Napoleon: For and Against

By Pieter Geyl; Olive Renier | Go to book overview

CHAPTER V
CHARLES SEIGNOBOS

MATTER OF FACTNESS RAISED TO A SYSTEM

THE pages -- not more than half a score -- devoted by Seignobos to Napoleon's rule in his Histoire sincère de la Nation française are characteristic. Seignobos wrote this pleasing little book towards the end of his life, about 1930. He was a university professor in Paris and had made a name for himself by his dry, but able and independent, history of civilization, and by his excellent volume about the period of Napoleon III in Lavisse Histoire de la France contemporaine. 'Dry' is also the epithet one might apply to his Histoire sincère; it lacks every flight of imagination and has neither colour nor warmth of style. Yet it is not the word which occurs to one in the presence of a work so unpretentious, in which a man with extensive knowledge and who has reflected much, indicates the connections and consequences which, in the course of his study, have gradually impressed themselves upon him as the essentials, a man, moreover, who, without any straining for effect, always calls things by their names.

It will appear in a moment that he starts from a definite philosophy of life, and also that, judged by this philosophy, Napoleon does not cut an advantageous figure. Even before introducing him upon the stage, Seignobos wonders whether the chaos in public life and in finances which is alleged to have existed in France under the Directory, has not, like the licentiousness, 'been exaggerated in order to enhance the importance of Bonaparte's work of reorganization'.1 As regards the administrative system which, though it was introduced under the Consulate, cannot be considered as Bonaparte's work, because in those early days he had to leave such measures to the experts, Seignobos concludes his description with these words: 'A centralized system of government agents, opposed to the regime of elective self-government created by the Revolution. The nation had no longer any share in the conduct of its affairs or in the choice of its local leaders. The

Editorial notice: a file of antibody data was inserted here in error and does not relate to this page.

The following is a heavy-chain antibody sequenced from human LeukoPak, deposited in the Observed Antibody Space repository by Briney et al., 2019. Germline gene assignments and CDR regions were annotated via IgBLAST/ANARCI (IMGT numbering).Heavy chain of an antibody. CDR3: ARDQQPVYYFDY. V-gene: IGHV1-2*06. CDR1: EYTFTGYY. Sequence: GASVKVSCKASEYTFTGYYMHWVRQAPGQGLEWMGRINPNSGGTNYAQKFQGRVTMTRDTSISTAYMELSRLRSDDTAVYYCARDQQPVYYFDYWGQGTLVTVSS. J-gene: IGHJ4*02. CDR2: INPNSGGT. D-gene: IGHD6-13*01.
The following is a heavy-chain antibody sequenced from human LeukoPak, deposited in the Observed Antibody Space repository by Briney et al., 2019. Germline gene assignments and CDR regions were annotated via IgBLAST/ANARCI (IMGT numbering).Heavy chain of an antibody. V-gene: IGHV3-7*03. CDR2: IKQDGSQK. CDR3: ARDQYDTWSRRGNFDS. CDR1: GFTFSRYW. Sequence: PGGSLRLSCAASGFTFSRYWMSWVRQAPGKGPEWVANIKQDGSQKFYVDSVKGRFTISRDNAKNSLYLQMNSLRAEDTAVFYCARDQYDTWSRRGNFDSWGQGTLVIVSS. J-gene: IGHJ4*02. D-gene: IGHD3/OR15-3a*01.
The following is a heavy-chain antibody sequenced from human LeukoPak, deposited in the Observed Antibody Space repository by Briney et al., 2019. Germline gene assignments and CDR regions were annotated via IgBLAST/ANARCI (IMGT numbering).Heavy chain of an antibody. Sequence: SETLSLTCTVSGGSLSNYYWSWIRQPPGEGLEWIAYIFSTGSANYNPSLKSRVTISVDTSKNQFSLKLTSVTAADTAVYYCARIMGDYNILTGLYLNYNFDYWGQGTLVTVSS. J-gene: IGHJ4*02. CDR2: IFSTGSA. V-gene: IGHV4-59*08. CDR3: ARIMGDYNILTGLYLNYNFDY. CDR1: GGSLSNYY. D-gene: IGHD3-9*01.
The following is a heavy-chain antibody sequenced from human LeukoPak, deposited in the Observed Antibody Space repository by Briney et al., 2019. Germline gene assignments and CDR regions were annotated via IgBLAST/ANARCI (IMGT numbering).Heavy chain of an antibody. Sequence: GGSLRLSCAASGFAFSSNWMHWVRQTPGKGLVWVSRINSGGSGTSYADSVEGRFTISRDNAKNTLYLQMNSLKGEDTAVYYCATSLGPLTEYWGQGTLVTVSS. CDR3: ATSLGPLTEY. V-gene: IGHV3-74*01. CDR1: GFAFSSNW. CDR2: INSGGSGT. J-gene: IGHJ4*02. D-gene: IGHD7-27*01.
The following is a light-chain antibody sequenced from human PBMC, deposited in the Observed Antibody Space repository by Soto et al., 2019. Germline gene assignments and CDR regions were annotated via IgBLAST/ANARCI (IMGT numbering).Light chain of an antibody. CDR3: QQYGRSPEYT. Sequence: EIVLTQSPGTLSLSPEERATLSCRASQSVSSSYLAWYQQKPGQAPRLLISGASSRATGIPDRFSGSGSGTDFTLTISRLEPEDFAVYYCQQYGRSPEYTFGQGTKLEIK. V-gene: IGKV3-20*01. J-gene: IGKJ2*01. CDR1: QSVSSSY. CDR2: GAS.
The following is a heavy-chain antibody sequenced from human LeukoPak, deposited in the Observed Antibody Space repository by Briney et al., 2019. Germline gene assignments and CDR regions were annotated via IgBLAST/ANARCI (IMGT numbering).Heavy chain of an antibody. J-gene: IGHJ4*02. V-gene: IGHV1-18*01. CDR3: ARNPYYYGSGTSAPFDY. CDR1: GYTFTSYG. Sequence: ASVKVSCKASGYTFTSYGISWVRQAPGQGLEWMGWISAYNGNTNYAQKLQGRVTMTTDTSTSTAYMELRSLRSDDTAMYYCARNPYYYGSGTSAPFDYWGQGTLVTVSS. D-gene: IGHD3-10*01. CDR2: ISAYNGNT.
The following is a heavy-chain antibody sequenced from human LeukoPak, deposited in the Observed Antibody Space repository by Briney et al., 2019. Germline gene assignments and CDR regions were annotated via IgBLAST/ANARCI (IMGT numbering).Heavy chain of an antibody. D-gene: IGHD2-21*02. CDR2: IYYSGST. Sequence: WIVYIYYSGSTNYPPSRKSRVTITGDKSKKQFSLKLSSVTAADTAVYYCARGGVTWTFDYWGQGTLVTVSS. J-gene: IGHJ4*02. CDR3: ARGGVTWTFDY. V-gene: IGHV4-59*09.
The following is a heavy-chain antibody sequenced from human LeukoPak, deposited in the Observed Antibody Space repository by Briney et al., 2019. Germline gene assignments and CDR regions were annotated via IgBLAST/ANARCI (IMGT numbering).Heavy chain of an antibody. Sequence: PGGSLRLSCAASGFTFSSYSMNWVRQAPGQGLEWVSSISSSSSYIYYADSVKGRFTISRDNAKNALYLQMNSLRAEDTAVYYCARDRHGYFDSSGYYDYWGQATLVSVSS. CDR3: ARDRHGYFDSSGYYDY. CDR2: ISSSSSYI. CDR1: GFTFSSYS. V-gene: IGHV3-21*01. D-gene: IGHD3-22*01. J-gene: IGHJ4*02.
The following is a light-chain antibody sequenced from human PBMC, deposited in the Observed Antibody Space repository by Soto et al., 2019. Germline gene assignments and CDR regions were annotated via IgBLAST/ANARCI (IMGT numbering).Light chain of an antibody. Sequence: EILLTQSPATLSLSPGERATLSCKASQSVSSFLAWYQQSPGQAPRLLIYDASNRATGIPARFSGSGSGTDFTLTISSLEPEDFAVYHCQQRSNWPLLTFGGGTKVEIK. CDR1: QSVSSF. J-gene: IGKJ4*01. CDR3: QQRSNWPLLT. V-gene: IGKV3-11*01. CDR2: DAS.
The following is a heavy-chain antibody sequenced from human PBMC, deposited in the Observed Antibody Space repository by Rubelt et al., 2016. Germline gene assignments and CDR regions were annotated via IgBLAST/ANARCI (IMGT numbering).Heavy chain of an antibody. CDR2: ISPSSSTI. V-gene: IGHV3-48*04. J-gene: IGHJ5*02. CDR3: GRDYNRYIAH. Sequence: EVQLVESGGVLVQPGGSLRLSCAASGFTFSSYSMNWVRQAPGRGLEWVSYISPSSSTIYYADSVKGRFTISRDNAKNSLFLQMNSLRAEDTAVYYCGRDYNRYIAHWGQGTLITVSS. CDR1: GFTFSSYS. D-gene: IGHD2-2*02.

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p. 381.

-373-

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Napoleon: For and Against
Table of contents

Table of contents

  • Title Page 3
  • Contents 5
  • Preface - To the First Dutch Edition 7
  • Part One - The Antithesis at the Beginning 13
  • Chapter I - Chateaubriand 17
  • Chapter II - Madame de Staël 19
  • Chapter III - The Napoleonic Legend 23
  • Part Two - The First Chroniclers 33
  • Chapter I - M. Mignet 35
  • Chapter II - Baron Bignon 37
  • Chapter III - Armand Lefebvre 45
  • Chapter IV - Adolphe Thiers 53
  • Part Three - Reaction against the Legend 69
  • Chapter I - Jules Barni 73
  • Chapter II - Edgar Quinet 77
  • Chapter III - Pierre Lanfrey 86
  • Chapter IV - Comte D'Haussonville 106
  • Chapter V - Hippolyte Taine 133
  • Part Four - Admirers 149
  • Chapter I - Prince Napoleon 156
  • Chapter II - Henry Houssaye 160
  • Chapter III - Arthur - LéVy Polemic against Taine 169
  • Chapter IV - FréDéric Masson 177
  • Chapter V - Count Albert Vandal 230
  • Part Five - The Problem of Foreign Policy 233
  • Chapter I - Old Acquaintances 235
  • Chapter II - Emile Bourgeois 241
  • Chapter III - Two More Old Acquaintances 250
  • Chapter IV - Albert Sorel 254
  • Chapter V - Edouard Driault 308
  • Part Six - The Antithesis at the End 349
  • Chapter 1 356
  • Chapter II - A. L. Guérard 362
  • Chapter Ill - G. Pariset 364
  • Chapter IV - Jules Isaac 371
  • Chapter V - Charles Seignobos 373
  • Chapter VI - Jacques Bainville 376
  • Chapter VII - Louis Madelin 390
  • Chapter VIII - Gabriel Hanotaux 403
  • Chapter IX - Georges Lefebvre 446
  • Chronological Table 451
  • Index 465
  • Index of Authors 475
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